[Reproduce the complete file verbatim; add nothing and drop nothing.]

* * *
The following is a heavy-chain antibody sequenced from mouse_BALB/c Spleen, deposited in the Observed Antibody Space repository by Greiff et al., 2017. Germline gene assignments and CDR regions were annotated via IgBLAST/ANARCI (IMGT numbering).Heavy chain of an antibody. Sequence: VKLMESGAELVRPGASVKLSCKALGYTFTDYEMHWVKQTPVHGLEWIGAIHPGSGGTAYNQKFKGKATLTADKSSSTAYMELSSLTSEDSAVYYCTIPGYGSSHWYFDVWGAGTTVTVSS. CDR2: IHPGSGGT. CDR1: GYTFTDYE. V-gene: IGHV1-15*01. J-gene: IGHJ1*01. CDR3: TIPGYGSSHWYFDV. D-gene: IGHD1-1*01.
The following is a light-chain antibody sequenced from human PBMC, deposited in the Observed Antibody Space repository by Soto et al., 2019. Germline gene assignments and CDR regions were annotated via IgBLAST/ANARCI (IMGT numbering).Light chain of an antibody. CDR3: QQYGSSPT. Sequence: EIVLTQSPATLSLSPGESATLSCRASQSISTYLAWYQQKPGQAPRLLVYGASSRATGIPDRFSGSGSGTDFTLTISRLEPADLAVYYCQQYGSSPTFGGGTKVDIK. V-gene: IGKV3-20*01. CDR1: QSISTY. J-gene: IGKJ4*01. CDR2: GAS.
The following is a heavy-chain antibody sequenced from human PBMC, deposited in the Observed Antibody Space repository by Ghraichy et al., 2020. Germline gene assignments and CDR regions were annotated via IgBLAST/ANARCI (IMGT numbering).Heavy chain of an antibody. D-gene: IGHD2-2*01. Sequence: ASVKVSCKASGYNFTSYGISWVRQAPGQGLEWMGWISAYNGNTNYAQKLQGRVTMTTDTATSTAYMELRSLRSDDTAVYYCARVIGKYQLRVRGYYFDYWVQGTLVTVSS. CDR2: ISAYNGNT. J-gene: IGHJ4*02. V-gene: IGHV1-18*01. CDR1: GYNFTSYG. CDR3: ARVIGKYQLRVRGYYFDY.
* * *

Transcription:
The following is a heavy-chain antibody sequenced from mouse_BALB/c Spleen, deposited in the Observed Antibody Space repository by Greiff et al., 2017. Germline gene assignments and CDR regions were annotated via IgBLAST/ANARCI (IMGT numbering).Heavy chain of an antibody. Sequence: VKLMESGAELVRPGASVKLSCKALGYTFTDYEMHWVKQTPVHGLEWIGAIHPGSGGTAYNQKFKGKATLTADKSSSTAYMELSSLTSEDSAVYYCTIPGYGSSHWYFDVWGAGTTVTVSS. CDR2: IHPGSGGT. CDR1: GYTFTDYE. V-gene: IGHV1-15*01. J-gene: IGHJ1*01. CDR3: TIPGYGSSHWYFDV. D-gene: IGHD1-1*01.
The following is a light-chain antibody sequenced from human PBMC, deposited in the Observed Antibody Space repository by Soto et al., 2019. Germline gene assignments and CDR regions were annotated via IgBLAST/ANARCI (IMGT numbering).Light chain of an antibody. CDR3: QQYGSSPT. Sequence: EIVLTQSPATLSLSPGESATLSCRASQSISTYLAWYQQKPGQAPRLLVYGASSRATGIPDRFSGSGSGTDFTLTISRLEPADLAVYYCQQYGSSPTFGGGTKVDIK. V-gene: IGKV3-20*01. CDR1: QSISTY. J-gene: IGKJ4*01. CDR2: GAS.
The following is a heavy-chain antibody sequenced from human PBMC, deposited in the Observed Antibody Space repository by Ghraichy et al., 2020. Germline gene assignments and CDR regions were annotated via IgBLAST/ANARCI (IMGT numbering).Heavy chain of an antibody. D-gene: IGHD2-2*01. Sequence: ASVKVSCKASGYNFTSYGISWVRQAPGQGLEWMGWISAYNGNTNYAQKLQGRVTMTTDTATSTAYMELRSLRSDDTAVYYCARVIGKYQLRVRGYYFDYWVQGTLVTVSS. CDR2: ISAYNGNT. J-gene: IGHJ4*02. V-gene: IGHV1-18*01. CDR1: GYNFTSYG. CDR3: ARVIGKYQLRVRGYYFDY.